35th District races could turn legislative tide

The Legislature's vote this year making it easier to raise taxes didn't sit well with Dan Griffey, a Mason County firefighter. It spurred him to go to the state Capitol to speak out against suspending the two-thirds vote requirement for tax increases.

Six months later, the Republican from Allyn is running to unseat six-term Democratic Rep. Kathy Haigh from Position 1 in the 35th District, and the race could be heading for an upset.

Haigh, a veterinarian, led Griffey by just 232 votes after the Aug. 17 vote. That makes this race the most serious challenge to Haigh since she took office. Haigh got the most votes in west Thurston and Mason Counties, but Griffey led in northeast Grays Harbor and southern Kitsap counties.

The candidates are sharply split on the way that majority Democrats chose to raise almost $800 million in new taxes and other revenue to help plug a $2.8 billion budget gap and avoid deeper cuts to schools and health programs. They disagree especially over Haigh’s vote to suspend Initiative 960, the two-thirds vote requirement on taxes, until mid-2011.

Their race is the closest of three in the 35th District this fall. Minority Republicans are eyeing the races as they try to undermine the Democrats’ 61-37 majority in the House and 31-18 in the Senate, perhaps winning back majorities.

Also on the Nov. 2 ballot in the 35th:

State Sen. Tim Sheldon, a 20-year veteran of the Legislature and Democratic maverick from Potlatch. He is challenged by first-time candidate Nancy Williams, who describes herself as a “tea party grandma” and Republican from Allyn.

In the Position 2 House race, first term Rep. Fred Finn, a moderate Democrat and businessman from west Thurston County, faces Bremerton Republican Linda Simpson. The challenger is a teacher with a Boys and Girls Club who also has built underwater mines for the Navy Reserve.


“People are upset. I don’t blame them,” Haigh, 59, said recently. “They are looking for, maybe, new ideas. I think that is difficult because right now you need people (in the Legislature) with real understanding of where the money comes from and how it goes out the door.”

Haigh chairs an education appropriations committee and sticks by her votes for a tax package that raised the business and occupations tax rate for service businesses, and added new taxes to soda candy and bottled water. Some of the new tax money helped avoid the deeper cuts to public schools and college tuition programs that Gov. Chris Gregoire had proposed in her first budget in late 2009.

Haigh said it was right to suspend Initiative 960’s requirement for a two-thirds vote to raise taxes – believing the state needed revenue and that a simple majority should rule, just as it does for school levies. She says her primary focus is on education and will continue to be if she is re-elected.

Griffey has rejected Haigh’s argument on I-960 ever since he went to the Capitol to observe legislative action in the spring. Griffey met Senate candidate Williams and other disgruntled taxpayers during that time and says he now wants to cut the cost and size of government – even more than what Gov. Chris Gregoire is doing with across-the-board cuts to some programs.

But Griffey has been vague in explaining how he might bridge a $4.5 billion shortfall next year or how he could have balanced the books this year with a $2.8 billion budget hole.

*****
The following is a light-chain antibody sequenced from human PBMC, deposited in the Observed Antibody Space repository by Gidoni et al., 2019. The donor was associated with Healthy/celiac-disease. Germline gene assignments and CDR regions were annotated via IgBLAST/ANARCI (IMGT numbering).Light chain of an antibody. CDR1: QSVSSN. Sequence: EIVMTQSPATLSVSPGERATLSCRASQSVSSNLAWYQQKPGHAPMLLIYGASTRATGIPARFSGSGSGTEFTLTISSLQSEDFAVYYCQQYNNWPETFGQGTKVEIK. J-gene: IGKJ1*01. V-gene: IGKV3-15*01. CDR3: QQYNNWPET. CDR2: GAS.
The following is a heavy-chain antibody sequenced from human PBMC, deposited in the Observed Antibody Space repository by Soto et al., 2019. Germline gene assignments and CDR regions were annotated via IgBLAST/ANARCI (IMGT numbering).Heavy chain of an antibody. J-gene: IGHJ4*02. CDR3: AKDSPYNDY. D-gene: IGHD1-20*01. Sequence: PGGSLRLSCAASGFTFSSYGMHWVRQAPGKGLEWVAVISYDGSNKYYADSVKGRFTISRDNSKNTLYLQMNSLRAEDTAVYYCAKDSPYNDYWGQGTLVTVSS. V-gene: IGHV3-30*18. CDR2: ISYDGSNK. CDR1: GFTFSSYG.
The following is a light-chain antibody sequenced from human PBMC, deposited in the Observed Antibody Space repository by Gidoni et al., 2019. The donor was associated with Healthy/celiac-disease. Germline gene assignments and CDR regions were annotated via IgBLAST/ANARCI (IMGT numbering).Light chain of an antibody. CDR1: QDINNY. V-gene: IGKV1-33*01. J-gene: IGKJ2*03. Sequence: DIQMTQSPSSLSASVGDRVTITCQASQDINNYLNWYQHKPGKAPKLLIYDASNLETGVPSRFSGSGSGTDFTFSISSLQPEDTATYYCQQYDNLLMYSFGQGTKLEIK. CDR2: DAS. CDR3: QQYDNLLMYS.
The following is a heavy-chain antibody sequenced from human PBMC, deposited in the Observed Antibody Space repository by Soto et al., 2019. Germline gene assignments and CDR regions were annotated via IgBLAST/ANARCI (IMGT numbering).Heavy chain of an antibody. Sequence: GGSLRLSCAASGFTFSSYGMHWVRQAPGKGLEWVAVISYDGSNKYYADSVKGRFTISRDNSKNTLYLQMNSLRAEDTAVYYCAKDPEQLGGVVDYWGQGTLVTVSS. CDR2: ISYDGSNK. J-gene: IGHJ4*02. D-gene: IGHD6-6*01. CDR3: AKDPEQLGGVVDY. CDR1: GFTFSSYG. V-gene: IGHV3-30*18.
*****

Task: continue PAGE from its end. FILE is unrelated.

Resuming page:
He has mentioned a few small items in the budget that he’d look at first: money spent on Lottery advertising, a few hundred thousand dollars spent on a film office, and the $6 million he thinks the state can earn from leasing out space at highway rest stops for restaurants or other services.

Griffey also thinks the state should go on providing health benefits to workers but that costs can be reduced if insurers face fewer regulations. And he said the state should look at putting its ferry system into private hands and possibly selling off land the University of Washington owns in Seattle.

Griffey and Haigh also differ on whether the state should pay to operate all-day kindergarten. Haigh favors it and led efforts to begin funding it at roughly one-fifth of the state’s schools, intending to add more over time.

But Griffey opposes it, saying it is one of the reasons the state has budget problems. He wants to consider a different approach such as online education to help parents teach their own kids.

Haigh said she voted for the state’s tax package because she wanted to avoid cuts to levy equalization, the extra payments to tax-poor school districts.

But looking ahead she said lawmakers are unlikely to get new revenue – and she does not think there will be money for teacher pay raises or to continue with payments to reduce class sizes in public schools.

Two citizen initiatives – I-728 and I-732, which provided class-size improvements and cost-of-living raises for teachers – are large pieces of the budget shortfall, Haigh said. Together those make up more than $1 billion of the gap next year, she explained.

“It’s going to be extremely painful. It’s going to have to be done. I don’t see another way” than making cuts, Haigh said.

The candidates also say they want to help businesses. Griffey says he would offer tax credits – which could reduce state revenue – to reward small businesses that hire trainees.

Haigh says retraining, better education and higher education are keys to creating opportunity for workers and businesses.

Haigh enjoys a fundraising advantage with $62,176 raised and $5,628 spent through early October. Griffey raised $28,367 and spent $27,476. Top contributions to Haigh’s campaign include $5,000 from the House Democratic Campaign Committee and $1,600 each from the Washington Education Association PAC, the Washington State Dental PAC, Walmart, Washington School Principals and the Washington State Optometric Association.

Griffey’s campaign received $3,500 from the 35th Legislative Central Committee (Republican), $1,600 from William E. Boeing Jr., $1,300 from Washington Realtors, $1,000 from the state Republican Party and $800 each from conservative activist Gary Randall and the Washington Affordable Housing Council (a builders’ PAC).


In the other House race, Finn got over 46 percent of the primary vote but had just 2,002 more votes than Simpson, who received 40 percent. An independent candidate got the rest. But Finn holds a colossal fundraising edge over Simpson and he has a long list of endorsements, including support from business and environmental groups.